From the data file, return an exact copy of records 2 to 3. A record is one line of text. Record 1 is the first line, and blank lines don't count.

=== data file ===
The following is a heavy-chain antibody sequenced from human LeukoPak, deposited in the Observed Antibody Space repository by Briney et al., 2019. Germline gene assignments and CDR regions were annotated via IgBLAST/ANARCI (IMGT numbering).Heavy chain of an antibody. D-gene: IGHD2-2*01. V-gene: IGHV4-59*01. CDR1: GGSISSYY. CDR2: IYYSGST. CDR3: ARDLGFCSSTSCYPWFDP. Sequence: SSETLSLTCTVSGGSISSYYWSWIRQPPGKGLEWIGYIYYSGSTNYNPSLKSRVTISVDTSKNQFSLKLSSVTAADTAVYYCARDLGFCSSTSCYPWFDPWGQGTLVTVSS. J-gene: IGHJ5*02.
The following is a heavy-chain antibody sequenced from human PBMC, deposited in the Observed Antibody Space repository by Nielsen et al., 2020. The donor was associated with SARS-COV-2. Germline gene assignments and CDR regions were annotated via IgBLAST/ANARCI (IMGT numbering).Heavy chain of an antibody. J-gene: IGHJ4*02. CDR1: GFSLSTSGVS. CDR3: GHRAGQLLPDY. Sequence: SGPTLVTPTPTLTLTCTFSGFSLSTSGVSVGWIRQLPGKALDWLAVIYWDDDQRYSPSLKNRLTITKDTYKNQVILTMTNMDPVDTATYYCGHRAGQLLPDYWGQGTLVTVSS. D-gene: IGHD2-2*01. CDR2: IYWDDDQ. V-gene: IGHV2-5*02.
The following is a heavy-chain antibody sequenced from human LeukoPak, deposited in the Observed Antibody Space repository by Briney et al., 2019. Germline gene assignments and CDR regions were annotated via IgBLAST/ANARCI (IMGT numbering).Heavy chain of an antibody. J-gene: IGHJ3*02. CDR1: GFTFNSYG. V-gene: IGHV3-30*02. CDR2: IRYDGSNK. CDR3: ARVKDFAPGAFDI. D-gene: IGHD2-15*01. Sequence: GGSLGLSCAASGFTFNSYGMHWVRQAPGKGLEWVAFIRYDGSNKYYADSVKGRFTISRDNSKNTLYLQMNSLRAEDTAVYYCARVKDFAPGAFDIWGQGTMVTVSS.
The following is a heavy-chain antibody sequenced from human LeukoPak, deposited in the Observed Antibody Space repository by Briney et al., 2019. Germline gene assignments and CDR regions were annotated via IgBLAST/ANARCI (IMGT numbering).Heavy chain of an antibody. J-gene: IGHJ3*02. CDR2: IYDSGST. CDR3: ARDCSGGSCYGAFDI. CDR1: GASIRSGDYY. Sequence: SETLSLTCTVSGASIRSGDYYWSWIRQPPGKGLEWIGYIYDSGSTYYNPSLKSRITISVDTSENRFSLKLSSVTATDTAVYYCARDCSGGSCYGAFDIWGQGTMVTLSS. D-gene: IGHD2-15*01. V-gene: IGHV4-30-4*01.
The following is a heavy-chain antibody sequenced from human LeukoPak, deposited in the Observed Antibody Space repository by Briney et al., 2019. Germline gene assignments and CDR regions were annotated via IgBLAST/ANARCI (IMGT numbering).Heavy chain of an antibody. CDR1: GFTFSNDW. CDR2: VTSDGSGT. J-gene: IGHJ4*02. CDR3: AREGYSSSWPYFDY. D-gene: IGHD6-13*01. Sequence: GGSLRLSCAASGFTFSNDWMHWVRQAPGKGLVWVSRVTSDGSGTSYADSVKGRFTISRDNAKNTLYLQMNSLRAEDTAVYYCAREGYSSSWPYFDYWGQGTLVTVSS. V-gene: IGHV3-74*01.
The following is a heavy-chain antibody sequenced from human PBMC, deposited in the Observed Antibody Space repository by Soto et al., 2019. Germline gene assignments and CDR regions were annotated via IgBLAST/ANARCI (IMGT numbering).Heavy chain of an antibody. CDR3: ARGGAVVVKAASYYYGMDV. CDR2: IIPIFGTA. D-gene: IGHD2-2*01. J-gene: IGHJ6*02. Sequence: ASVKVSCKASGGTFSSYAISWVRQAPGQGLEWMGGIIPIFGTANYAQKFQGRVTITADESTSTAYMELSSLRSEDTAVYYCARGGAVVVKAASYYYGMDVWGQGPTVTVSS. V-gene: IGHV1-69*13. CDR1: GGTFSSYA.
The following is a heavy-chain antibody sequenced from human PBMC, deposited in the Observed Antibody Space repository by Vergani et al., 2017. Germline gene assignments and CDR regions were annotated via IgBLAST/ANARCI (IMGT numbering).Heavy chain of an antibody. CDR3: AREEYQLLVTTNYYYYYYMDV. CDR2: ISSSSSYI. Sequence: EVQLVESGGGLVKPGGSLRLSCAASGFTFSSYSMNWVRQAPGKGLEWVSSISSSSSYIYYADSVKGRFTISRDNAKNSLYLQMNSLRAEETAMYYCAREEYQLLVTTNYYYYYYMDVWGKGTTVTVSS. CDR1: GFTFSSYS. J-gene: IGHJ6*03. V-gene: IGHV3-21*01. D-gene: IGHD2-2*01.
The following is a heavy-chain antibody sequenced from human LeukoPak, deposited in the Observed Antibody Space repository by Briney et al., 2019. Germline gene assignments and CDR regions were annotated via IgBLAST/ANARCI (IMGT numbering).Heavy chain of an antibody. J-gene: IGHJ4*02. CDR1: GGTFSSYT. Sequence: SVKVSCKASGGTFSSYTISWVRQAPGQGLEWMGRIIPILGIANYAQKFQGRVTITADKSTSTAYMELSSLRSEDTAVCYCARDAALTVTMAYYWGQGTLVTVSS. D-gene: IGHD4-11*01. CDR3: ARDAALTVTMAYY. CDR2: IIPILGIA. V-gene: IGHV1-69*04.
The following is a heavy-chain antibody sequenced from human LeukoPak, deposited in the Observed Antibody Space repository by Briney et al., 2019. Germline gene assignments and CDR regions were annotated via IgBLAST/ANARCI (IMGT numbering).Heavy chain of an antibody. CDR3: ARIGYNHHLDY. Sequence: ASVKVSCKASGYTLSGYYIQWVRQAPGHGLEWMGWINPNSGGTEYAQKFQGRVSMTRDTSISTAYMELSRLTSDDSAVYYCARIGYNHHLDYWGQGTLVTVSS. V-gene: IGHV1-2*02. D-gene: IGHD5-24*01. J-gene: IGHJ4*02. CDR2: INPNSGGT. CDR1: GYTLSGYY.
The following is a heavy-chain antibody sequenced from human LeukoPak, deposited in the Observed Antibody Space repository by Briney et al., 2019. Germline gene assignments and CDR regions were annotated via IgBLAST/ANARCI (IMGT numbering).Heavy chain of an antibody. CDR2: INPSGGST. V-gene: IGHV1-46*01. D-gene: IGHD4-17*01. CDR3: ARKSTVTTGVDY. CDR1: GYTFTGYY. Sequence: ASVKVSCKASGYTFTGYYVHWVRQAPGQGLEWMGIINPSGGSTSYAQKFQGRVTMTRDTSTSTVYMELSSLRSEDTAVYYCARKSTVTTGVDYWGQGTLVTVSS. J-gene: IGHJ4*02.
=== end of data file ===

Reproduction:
The following is a heavy-chain antibody sequenced from human PBMC, deposited in the Observed Antibody Space repository by Nielsen et al., 2020. The donor was associated with SARS-COV-2. Germline gene assignments and CDR regions were annotated via IgBLAST/ANARCI (IMGT numbering).Heavy chain of an antibody. J-gene: IGHJ4*02. CDR1: GFSLSTSGVS. CDR3: GHRAGQLLPDY. Sequence: SGPTLVTPTPTLTLTCTFSGFSLSTSGVSVGWIRQLPGKALDWLAVIYWDDDQRYSPSLKNRLTITKDTYKNQVILTMTNMDPVDTATYYCGHRAGQLLPDYWGQGTLVTVSS. D-gene: IGHD2-2*01. CDR2: IYWDDDQ. V-gene: IGHV2-5*02.
The following is a heavy-chain antibody sequenced from human LeukoPak, deposited in the Observed Antibody Space repository by Briney et al., 2019. Germline gene assignments and CDR regions were annotated via IgBLAST/ANARCI (IMGT numbering).Heavy chain of an antibody. J-gene: IGHJ3*02. CDR1: GFTFNSYG. V-gene: IGHV3-30*02. CDR2: IRYDGSNK. CDR3: ARVKDFAPGAFDI. D-gene: IGHD2-15*01. Sequence: GGSLGLSCAASGFTFNSYGMHWVRQAPGKGLEWVAFIRYDGSNKYYADSVKGRFTISRDNSKNTLYLQMNSLRAEDTAVYYCARVKDFAPGAFDIWGQGTMVTVSS.